Christina Warinner

From Wikipedia, the free encyclopedia
Jump to navigation Jump to search
Christina Warinner
NationalityUnited States
Alma materHarvard University
University of Zurich
University of Oklahoma
Known forTED talk Debunking the Paleo Diet
  • US National Academy of Sciences Kavli Fellowship (2014)
  • TED Fellowship (2012)[1]
Scientific career
Molecular anthropology
InstitutionsUniversity of Oklahoma
Max Planck Institute for the Science of Human History

Christina Warinner is an American anthropologist best known for her research on the evolution of ancient microbiomes. She is Presidential Research Professor, Assistant Professor of Anthropology, and Adjunct Professor of Periodontics at the University of Oklahoma. Warinner is also a Research group leader at Max Planck Institute for the Science of Human History in Jena, Germany.[2][3]


Christina Warinner obtained a PhD from Harvard University in 2010. From 2010 – 2012, Warinner completed postdoctoral training at the University of Zurich's Centre for Evolutionary Medicine. Warinner's research explored the relationship between disease, diet and the environment by analyzing DNA extracted from ancient dental plaque.[4][5]

Wariner furthered her postdoctoral studies at the University of Oklahoma from 2012 to 2014. She was hired as Assistant Professor of Anthropology and Presidential Research Professor at the University of Oklahoma in 2014.[2] "A top priority in Warinner's laboratory is to compile a DNA inventory built from the plaque found on corpses in museum collections and archaeological sites from around the world with the goal of discovering how human health and diet have changed throughout history."[6]

Since 2016, Warinner has led a research team in the archaeogenetics department at Max Planck Institute for the Science of Human History in Jena, Germany. Warinner's research focuses on ancestral human microbiomes. Recent projects include "Dairying and Dietary Adaptive Evolution in Prehistory", "Evolution and Ecology of the Human Gut Microbiome" and "Evolution and Ecology of the Human Oral Microbiome".[3] Research she led found the exotic mineral Lapis Lazuli in the plaque of a female skeleton found in a cemetery in Dalheim in Germany. A 2017 report detailed that the plaque dating from 1100 AD contained fragments of this bright blue paint pigment indicates that women as well as men were involved in creating illuminated manuscripts. It is presumed that the woman was licking her brush as she worked painting bright blue.[7]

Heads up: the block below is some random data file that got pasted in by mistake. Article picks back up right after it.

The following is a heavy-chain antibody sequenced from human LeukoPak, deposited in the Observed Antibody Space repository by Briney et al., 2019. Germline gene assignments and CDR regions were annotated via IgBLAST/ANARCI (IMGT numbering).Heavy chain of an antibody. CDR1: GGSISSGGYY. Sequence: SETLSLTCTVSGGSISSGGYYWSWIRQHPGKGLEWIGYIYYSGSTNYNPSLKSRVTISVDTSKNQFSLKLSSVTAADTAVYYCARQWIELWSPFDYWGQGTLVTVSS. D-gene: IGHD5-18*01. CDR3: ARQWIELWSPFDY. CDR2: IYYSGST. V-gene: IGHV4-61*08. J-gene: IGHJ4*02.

Warinner has published research in leading scholarly journals including Nature Genetics, the Proceedings of the National Academy of Sciences, the Journal of Human Evolution, and the American Journal of Physical Anthropology. Her research findings were included among the top 100 scientific discoveries of 2014 by Discover Magazine. Her work has been featured in Science, Scientific American, the LA Times, the Guardian, and CNN, among others.[8] Warinner was named a TED fellow in 2012 and a US National Academy of Sciences Kavli Fellow in 2014. She gave a TED talk in February 2012 on the evolution of infectious disease and diet in humans. In January 2013 Warinner gave a TEDx talk titled "Debunking the Paleo Diet".[1][8]

Selected publications[edit]

  • Warinner, Christina; et al. (2017). "A Robust Framework for Microbial Archaeology". Annual Review of Genomics and Human Genetics. 18: 321–356. doi:10.1146/annurev-genom-091416-035526. PMC 5581243. PMID 28460196.
  • Warinner, Christina (2016). "Dental Calculus and the Evolution of the Human Oral Microbiome". Journal of the California Dental Association. 44 (7): 411–420. PMID 27514153.
  • Warinner, Christina; et al. (2015). "Ancient Human Microbiomes". Journal of Human Evolution. 79: 125–136. Retrieved 14 June 2018.
  • Warinner, Christina; Tuross, Noreen (2010). "Tissue isotopic enrichment associated with growth depression in a pig: implications for archaeology and ecology". American Journal of Physical Anthropology. 141 (3): 486–493. doi:10.1002/ajpa.21222. PMID 20052664.
  • Warinner, Christina; et al. (2009). Veiled Brightness: A History of Ancient Maya Color (The William and Bettye Nowlin Series in Art, History, and Culture of the Western Hemisphere). University of Texas Press. p. 162. ISBN 978-0292719002.


  • 2014 – Honorable Mention for the International Society for Evolution, Medicine & Public Health's Omenn Prize[2]
  • 2014 – US National Academy of Sciences Kavli Fellowship[8]
  • 2012 – TED Fellowship[1]


  1. ^ a b c "TED Speaker TED Fellow TED Attendee Christina Warinner Archaeological geneticist". Retrieved 21 June 2018.
  2. ^ a b c "Christina Warinner Assistant Professor". University of Oklahoma. Retrieved 21 June 2018.
  3. ^ a b "Dr. Christina Warinner". Max Planck institute for the science of human history. Retrieved 22 June 2018.
  4. ^ Honigsbaum, Mark (2012-07-28). "Interview: Christina Warinner: it's a good thing our ancestors didn't floss their teeth By Interview by Mark Honigsbaum". The Guardian. Retrieved 21 June 2018.
  5. ^ "Dr. Christina Warinner Dr. Christina Warinner". Max Planck Institute for the Science of Human History. Retrieved 21 June 2018.
  6. ^ Gannon, Megan (2015). "Meet the Dentist to the Dead". Scientific American. 313 (4): 22. doi:10.1038/scientificamerican1015-22. Retrieved 21 June 2018.
  7. ^ "Medieval woman artist unmasked by her teeth". Culture & History. 2019-01-09. Retrieved 2019-01-16.
  8. ^ a b c "Center for Academic Research & Training in Anthropogeny". Retrieved 22 June 2018.

External links[edit]